Construction work is back, but so are backlogs

When work projects stalled across much of the country during the initial weeks of the pandemic — some indefinitely because of lost funding — the construction industry became increasingly aware of inevitable backlog.

That’s not to say tracking and managing backlog wasn’t a concern before the public health crisis, but the impact of the sudden economic shutdown of 2020 offered new perspective. Now, with demand for construction services on the upswing, builders are racing to complete previously stalled projects and move on to new ones.

Assess the situation

Of course, backlog is important to any construction business. Having a healthy amount of work scheduled but not yet started is a key indicator of financial strength. A diminished backlog, on the other hand, implies the contractor is running out of work.

When backlogs fall industrywide, it indicates that fewer projects are coming to market. A contractor might respond to a low backlog by bidding on more projects than usual or bidding on those outside their normal scope of work. With more contractors vying for the same projects, there’s more temptation to bid jobs at lower margins, which in turn negatively impacts profitability.

Build backlog

It’s possible to maintain or even grow a company’s backlog in the current environment of struggling supply chains and scarce skilled workers. A few strategies could help.

Watch market conditions. To get on the right bid lists, pay attention to construction backlog in the regions or sectors where you typically work or could work. Doing so will shed light on where demand is high and which market sectors are healthy.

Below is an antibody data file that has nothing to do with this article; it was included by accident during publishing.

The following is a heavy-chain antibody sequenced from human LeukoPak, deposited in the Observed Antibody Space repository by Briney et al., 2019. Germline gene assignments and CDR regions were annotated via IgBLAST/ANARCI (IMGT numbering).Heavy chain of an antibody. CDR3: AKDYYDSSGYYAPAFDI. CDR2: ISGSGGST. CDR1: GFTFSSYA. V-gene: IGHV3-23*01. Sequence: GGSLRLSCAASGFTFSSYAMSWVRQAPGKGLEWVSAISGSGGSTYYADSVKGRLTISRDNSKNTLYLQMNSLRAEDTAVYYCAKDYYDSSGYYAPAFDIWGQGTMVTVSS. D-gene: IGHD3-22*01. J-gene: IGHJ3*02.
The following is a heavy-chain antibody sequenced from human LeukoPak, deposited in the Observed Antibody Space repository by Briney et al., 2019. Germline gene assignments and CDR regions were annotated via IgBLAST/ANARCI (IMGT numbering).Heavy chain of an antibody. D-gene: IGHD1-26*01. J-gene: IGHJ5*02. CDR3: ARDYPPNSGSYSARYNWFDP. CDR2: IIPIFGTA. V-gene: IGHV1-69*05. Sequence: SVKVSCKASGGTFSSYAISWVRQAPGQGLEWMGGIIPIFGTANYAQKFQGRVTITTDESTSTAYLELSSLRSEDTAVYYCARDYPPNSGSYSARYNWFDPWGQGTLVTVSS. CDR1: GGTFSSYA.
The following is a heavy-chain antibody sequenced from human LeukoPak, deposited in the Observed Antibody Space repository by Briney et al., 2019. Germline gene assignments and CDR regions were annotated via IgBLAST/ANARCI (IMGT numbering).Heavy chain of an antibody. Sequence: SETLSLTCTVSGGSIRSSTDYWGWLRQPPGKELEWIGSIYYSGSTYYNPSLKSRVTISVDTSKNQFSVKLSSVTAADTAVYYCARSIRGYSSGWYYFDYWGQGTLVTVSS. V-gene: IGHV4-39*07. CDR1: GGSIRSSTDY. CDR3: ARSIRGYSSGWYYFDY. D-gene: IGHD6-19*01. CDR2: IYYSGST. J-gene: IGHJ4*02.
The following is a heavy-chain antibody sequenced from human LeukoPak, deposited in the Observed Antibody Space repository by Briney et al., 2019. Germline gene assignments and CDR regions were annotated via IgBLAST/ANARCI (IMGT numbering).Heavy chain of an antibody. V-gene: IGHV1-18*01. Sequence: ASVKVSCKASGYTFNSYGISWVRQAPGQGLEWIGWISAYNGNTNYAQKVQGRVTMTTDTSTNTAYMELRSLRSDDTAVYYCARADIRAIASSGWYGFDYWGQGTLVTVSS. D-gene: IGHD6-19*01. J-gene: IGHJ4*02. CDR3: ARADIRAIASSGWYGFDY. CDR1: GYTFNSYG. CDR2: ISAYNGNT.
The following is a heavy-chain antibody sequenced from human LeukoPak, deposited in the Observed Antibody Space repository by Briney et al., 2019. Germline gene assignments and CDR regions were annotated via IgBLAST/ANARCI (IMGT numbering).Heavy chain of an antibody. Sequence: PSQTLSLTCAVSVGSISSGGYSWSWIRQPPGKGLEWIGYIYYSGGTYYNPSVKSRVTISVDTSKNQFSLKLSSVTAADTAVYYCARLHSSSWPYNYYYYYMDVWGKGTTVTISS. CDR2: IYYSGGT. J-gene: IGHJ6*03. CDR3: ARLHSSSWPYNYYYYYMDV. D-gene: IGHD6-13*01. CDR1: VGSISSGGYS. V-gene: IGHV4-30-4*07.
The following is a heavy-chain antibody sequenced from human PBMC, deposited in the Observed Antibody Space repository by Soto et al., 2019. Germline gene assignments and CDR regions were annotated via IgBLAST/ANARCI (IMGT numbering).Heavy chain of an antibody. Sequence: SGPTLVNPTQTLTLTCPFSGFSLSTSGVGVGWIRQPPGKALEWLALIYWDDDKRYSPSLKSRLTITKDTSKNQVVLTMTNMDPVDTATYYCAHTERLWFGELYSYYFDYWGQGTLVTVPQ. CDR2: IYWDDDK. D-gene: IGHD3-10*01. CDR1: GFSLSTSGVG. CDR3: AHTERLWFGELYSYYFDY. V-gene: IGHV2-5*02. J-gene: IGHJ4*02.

Explore diversification. Look into the feasibility of diversifying the construction services your company offers. This is, of course, not a risk-free strategy. You might need to bring in new talent or invest in additional equipment.

Focus on relationships. Regular communication is key to keeping relationships fresh with partners and those who make important decisions on potential jobs. Key contacts can include general contractors (especially if you’re a subcontractor), consultants, architects and engineers, and developers.

Sell your unique value proposition. Identify what you do better than anyone else. Promote your approach to the safety of your workers and the public, including measures taken to protect public health and the environment. Plug other demonstrable advantages of your business, such as stellar customer service, niche expertise and experience, and speed of work.

Bid first. Among the easiest ways to win more bids is to submit first; it helps your proposal become the standard against which others are compared. To get early leads on projects in the pipeline, tap into your professional networks regularly and visit online construction bidding marketplaces.

Don’t just survive, but thrive

When competition for projects heats up, contractors can feel pressured to bid on every job they can find just to have work and keep staff on board. Instead, bid only on projects that you have a high chance of winning and that will likely be profitable. Avoid projects that are outside your niche or in locations where you won’t have the workforce or resources to feasibly fulfill the requirements. Above all, avoid the temptation to bid too low and potentially lose money if you’re awarded the work.

We can help you identify, calculate, and track key metrics related to backlog. Contact me or any member of our construction industry team for answers.

© 2022 KraftCPAs PLLC

Photo by jcomp / www.freepik.com

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